I am compelled, as I'm sure many other readers are, to help those like Jed. "You'll never get honest feedback [from those you apply to]." I agree. And I encourage those in this position, frustrated by a lack of communication with potential employers to change the game; you may be asking the wrong people the right questions. Use your network, _your_ network of trusted and respected industry professionals, to review your portfolio, resume, pitch, presentation style, current skill set, etc. You want honest feedback, yes, to be able to improve. So, seek out those with an interest in giving you an honest, actionable and professional critique. Guess what? There's a large pool of folks described in this article that have such time and interest to do so. Just ask. :)

Ray Johannessen
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Good advice. I find it interesting that Canada is doing as well as it is...I know I was kicking around the idea of going "up" there. But the reality is, if you look hard enough and put the hard work into the right areas you'll find something.

Eric Schwarz
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As someone who lives in Canada trying to get into the games industry, it sure doesn't seem any easier here. I've sent out a couple dozen applications over the last two or three months and haven't received a single message back. Maybe it's just a case of me being utterly talentless and deluding myself of my ability, or maybe it's a case of far more talented people applying for the same positions and companies picking up people with experience rather than not. Just need to keep trying to be productive, because the moment you slow down it gets harder and harder to get back into the swing of things. Being unemployed straight out of university for the last year has taught me as much.

Glenn Storm
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It's interesting, because the one very powerful thing everyone seems to learn only _after_ leaving a formal education is how to be adaptive and intentionally break out of the rigid discipline in which you've been trained. Even while being asked to perform within your expertise, this kind of flexibility is key.

Rebecca Phoa
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Count me in the same boat--I graduated from a game artist program 1 year ago and it's really been difficult finding a job (I live in Toronto). I'm trying almost everything--created a new demo reel, working on my writings, trying to pick up learning Storytron, seeing if I can work in data entry as a holdover. Hopefully, the economy will stabilize soon and we can all get hired.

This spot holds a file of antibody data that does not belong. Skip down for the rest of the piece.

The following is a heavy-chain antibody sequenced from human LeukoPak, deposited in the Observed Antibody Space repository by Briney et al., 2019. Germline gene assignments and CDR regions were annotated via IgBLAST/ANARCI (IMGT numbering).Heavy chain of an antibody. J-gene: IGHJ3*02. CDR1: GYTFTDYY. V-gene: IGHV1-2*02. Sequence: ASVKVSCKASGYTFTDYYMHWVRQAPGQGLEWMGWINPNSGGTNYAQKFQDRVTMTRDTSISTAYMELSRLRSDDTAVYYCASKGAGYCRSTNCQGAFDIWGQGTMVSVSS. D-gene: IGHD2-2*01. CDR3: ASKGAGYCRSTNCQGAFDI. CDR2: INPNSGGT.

Tonya Payne
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///"That surprised me because I wasn't making cold calls; I was replying to listings about jobs that were supposedly available."///

See, this is bullshit if you ask me. I personally don't believe a lot of these jobs even *exist.* We've speculated that companies are posting ghost positions just to make it look like they're profitable or up to something. And if these jobs really do exist, the companies posting them really ought to think about paying someone a pittance to set up an auto-responder at the very least. There is nothing more frustrating than to spend an hour tailoring your stuff to a certain company that has a job posted that fits you perfectly and then never hear back from them. And what pisses me off even more, is when I try to follow up and they don't even bother to respond to my emails about whether or not they got my resume. It's simply just rude.

The other thing is, if the jobs do exist, I think they're hiring their friends. I'm not sure why they even bother posting them. I've seen quite a few jobs that I thought I'd be great at, and *if* I got a rejection letter (without them even bothering to call and interview me on the phone) it always said I wasn't suited to their position. Like how would they even know, since they haven't even talked to me and my resume, skill set and experience matched the position on paper.

You could say that I'm very disenchanted with this whole industry, and not because of the economy and the difficulty finding a job, but the attitude that so many of these companies take, that we don't even deserve a response when we've spent time responding to a job that *they* posted. I can understand that some companies get a massive amount of resumes, but they should still find time to respond to EVERYONE when they're the ones that posted the position in the first place.

Tim Carter
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Tonya, if I were you I would assume from the get-go that you won't get a response, but send it out anyway. This way if you *do* get a response, you will be pleasantly surprised.

You're projecting expectations, which isn't going to help your job search. I hate to say it, but they don't owe anyone a response. They get flooded with applications usually.

Ideally, yes, from a position of common courtesy they would respond to all applicants - and I agree that you can't really tell what a person can be in the future from looking exclusively at their past. But then "realism" does tend to push things in a certain direction.

Better to go out and try building a demo or something in the meantime.

Cate Ericsson
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The idea of ghost job postings is not unique to the games industry. But I can also assure you, it's not necessarily done to intentionally mislead candidates.

Say a developer lists three positions on their website, all working on the same team. We all know how collaborative game development can be. Say they fill Open Position #1, with someone higher-level than they were expecting... or lower-level, but talented in an area they didn't really anticipate. That new person, in that new role, will change how (or if) they fill Open Positions #2 and #3. And there's no way to effectively communicate that on their website, or to all the thousands of individuals who applied online or through networking.

So yes, there is some phantom aspect to even completely viable positions posted on a company's website, or being advertised. But it's not most companies' goal to intentionally mislead candidates, or investors.

Albert Meranda